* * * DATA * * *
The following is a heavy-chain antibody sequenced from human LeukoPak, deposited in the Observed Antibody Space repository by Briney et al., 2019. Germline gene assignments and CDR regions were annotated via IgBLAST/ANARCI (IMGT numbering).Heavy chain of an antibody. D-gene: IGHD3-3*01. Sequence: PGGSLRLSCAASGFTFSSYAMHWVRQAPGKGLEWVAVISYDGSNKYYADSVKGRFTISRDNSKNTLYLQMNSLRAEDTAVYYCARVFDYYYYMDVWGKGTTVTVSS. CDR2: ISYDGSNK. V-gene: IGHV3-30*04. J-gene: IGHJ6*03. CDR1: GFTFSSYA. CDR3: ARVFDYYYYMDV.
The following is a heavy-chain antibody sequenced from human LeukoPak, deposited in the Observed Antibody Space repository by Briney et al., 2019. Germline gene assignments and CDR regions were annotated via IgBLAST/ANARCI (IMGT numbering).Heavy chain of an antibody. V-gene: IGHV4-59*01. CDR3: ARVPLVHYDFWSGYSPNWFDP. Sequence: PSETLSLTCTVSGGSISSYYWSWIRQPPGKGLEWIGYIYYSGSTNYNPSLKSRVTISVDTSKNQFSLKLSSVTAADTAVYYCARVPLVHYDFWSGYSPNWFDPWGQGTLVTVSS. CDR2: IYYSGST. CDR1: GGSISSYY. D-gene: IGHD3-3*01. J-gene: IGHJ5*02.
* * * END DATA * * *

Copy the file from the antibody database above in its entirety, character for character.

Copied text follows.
The following is a heavy-chain antibody sequenced from human LeukoPak, deposited in the Observed Antibody Space repository by Briney et al., 2019. Germline gene assignments and CDR regions were annotated via IgBLAST/ANARCI (IMGT numbering).Heavy chain of an antibody. D-gene: IGHD3-3*01. Sequence: PGGSLRLSCAASGFTFSSYAMHWVRQAPGKGLEWVAVISYDGSNKYYADSVKGRFTISRDNSKNTLYLQMNSLRAEDTAVYYCARVFDYYYYMDVWGKGTTVTVSS. CDR2: ISYDGSNK. V-gene: IGHV3-30*04. J-gene: IGHJ6*03. CDR1: GFTFSSYA. CDR3: ARVFDYYYYMDV.
The following is a heavy-chain antibody sequenced from human LeukoPak, deposited in the Observed Antibody Space repository by Briney et al., 2019. Germline gene assignments and CDR regions were annotated via IgBLAST/ANARCI (IMGT numbering).Heavy chain of an antibody. V-gene: IGHV4-59*01. CDR3: ARVPLVHYDFWSGYSPNWFDP. Sequence: PSETLSLTCTVSGGSISSYYWSWIRQPPGKGLEWIGYIYYSGSTNYNPSLKSRVTISVDTSKNQFSLKLSSVTAADTAVYYCARVPLVHYDFWSGYSPNWFDPWGQGTLVTVSS. CDR2: IYYSGST. CDR1: GGSISSYY. D-gene: IGHD3-3*01. J-gene: IGHJ5*02.